Bitheadz announces Tubes, Tines & Transistors DS-1 engine

In Europe, that's Valves, Plucks and, er, Transistors      20/07/00

In cooperation with keyboard player and sound designer David Kerzner, BitHeadz has brought together a wide variety of keyboard and synthesizer samples to load into your BitHeadz Unity DS-1 sample engine for 'realistic organ, electric piano, and classic analogue synth sounds' on your computer. The Tubes, Tines & Transistors sample library includes over 300Mb of content ranging from Hammond B3s to samples of vintage Oberheim, Moog, Sequential, and ARP synths. The programs contain a wide range of different filter settings, modulation routings, and effects, offering many variations for each sampled instrument. Similar to the Black & Whites, and Steve Reid's Global Percussion content titles from BitHeadz, Tubes, Tines, & Transistors comes complete with the Unity sample playback engine, allowing instant access to banks and programs. The engine allows you to a preview and play samples with no additional hardware or software. If you've broken out of your desktop chains and own (gasp) MIDI gear, all the necessary drivers are included for seamless integration with 3rd party sequencing software and soundcards. Tubes, Tines & Transistors ($199) supports ASIO, Direct I/O, DirectConnect, MAS 2.0, ReWire, Sound Manager, and DirectSound and is optimized for Apple's G4 and Intel's Pentium III processors. The bad news? It doesn't ship until at least October. Says David Kerzner, founder of Sonic Reality, "The day has finally arrived where anyone with a computer can experience the inspiration of having a world class collection of keyboard instruments right there on their desktop." Yes, but Dave, have you heard me play?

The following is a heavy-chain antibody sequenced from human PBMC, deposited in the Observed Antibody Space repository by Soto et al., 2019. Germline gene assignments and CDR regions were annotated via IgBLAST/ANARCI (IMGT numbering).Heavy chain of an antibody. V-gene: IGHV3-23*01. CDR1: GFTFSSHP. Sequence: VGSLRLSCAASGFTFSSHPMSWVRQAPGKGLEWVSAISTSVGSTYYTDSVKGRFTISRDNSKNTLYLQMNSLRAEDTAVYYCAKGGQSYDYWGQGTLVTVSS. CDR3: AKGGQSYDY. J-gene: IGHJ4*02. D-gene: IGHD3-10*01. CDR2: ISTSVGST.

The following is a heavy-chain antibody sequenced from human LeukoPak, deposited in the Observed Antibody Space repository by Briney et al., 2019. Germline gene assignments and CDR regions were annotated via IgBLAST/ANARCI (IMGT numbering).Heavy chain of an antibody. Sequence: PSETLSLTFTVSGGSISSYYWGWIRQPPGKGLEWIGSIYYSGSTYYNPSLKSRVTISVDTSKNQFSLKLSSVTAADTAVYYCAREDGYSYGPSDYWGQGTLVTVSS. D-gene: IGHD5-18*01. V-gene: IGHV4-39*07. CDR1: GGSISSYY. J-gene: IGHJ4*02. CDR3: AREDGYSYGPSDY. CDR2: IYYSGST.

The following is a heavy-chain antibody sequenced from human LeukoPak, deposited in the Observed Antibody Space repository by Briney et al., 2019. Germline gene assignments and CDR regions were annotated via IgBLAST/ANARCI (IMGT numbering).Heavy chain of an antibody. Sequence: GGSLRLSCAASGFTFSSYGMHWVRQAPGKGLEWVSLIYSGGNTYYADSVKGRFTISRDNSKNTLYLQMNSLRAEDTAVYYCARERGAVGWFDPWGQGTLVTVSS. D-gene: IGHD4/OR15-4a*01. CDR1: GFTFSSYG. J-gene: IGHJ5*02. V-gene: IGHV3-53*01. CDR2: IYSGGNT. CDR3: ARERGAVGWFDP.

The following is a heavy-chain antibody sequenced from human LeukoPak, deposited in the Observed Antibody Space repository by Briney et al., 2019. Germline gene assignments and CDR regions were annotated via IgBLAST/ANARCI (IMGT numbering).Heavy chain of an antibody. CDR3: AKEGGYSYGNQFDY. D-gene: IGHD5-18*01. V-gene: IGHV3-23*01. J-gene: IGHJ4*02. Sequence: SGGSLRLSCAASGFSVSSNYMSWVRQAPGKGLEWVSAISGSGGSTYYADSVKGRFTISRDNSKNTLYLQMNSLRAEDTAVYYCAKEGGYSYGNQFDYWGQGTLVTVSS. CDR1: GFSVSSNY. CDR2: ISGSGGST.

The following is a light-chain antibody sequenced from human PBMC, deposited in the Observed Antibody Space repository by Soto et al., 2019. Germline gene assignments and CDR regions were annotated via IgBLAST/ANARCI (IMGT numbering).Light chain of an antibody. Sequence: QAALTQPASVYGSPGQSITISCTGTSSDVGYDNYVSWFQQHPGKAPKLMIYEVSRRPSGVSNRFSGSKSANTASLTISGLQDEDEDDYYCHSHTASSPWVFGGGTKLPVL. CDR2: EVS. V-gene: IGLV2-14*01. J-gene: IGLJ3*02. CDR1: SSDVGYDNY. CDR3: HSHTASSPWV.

More News: Like This
Even more news...


More Videos

Meet The Makers: Tom Carpenter of Analogue Solutions 

It all starts with the front panel design

Friday Fun: Pittsburgh Modular SV-1 Synth Jam 

First Look: Modal Electronics SKULPT 4 Voice Polysynth 

Sub $300 portable poly synth

Meet The Makers: Vlad Kreimer Of Soma Laboratory 

Oragnismic manufacturing explained